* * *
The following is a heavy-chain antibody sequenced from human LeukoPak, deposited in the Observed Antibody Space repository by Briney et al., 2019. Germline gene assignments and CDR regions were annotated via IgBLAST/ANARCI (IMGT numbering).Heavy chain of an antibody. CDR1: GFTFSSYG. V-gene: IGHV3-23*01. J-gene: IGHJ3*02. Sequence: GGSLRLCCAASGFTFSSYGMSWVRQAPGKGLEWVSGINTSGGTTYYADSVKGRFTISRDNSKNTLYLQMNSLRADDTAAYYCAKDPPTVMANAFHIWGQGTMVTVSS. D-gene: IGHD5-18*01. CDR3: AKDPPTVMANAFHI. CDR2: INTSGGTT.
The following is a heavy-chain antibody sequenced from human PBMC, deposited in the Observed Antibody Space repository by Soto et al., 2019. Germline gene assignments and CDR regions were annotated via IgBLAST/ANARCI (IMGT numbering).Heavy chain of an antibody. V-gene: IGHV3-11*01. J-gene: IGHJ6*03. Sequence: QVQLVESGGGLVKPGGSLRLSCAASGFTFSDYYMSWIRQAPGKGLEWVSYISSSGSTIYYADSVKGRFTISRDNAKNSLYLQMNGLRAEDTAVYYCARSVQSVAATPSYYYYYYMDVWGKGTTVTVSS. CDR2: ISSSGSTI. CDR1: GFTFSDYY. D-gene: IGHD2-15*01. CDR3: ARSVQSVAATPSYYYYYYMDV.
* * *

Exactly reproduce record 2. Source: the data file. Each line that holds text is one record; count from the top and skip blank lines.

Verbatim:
The following is a heavy-chain antibody sequenced from human PBMC, deposited in the Observed Antibody Space repository by Soto et al., 2019. Germline gene assignments and CDR regions were annotated via IgBLAST/ANARCI (IMGT numbering).Heavy chain of an antibody. V-gene: IGHV3-11*01. J-gene: IGHJ6*03. Sequence: QVQLVESGGGLVKPGGSLRLSCAASGFTFSDYYMSWIRQAPGKGLEWVSYISSSGSTIYYADSVKGRFTISRDNAKNSLYLQMNGLRAEDTAVYYCARSVQSVAATPSYYYYYYMDVWGKGTTVTVSS. CDR2: ISSSGSTI. CDR1: GFTFSDYY. D-gene: IGHD2-15*01. CDR3: ARSVQSVAATPSYYYYYYMDV.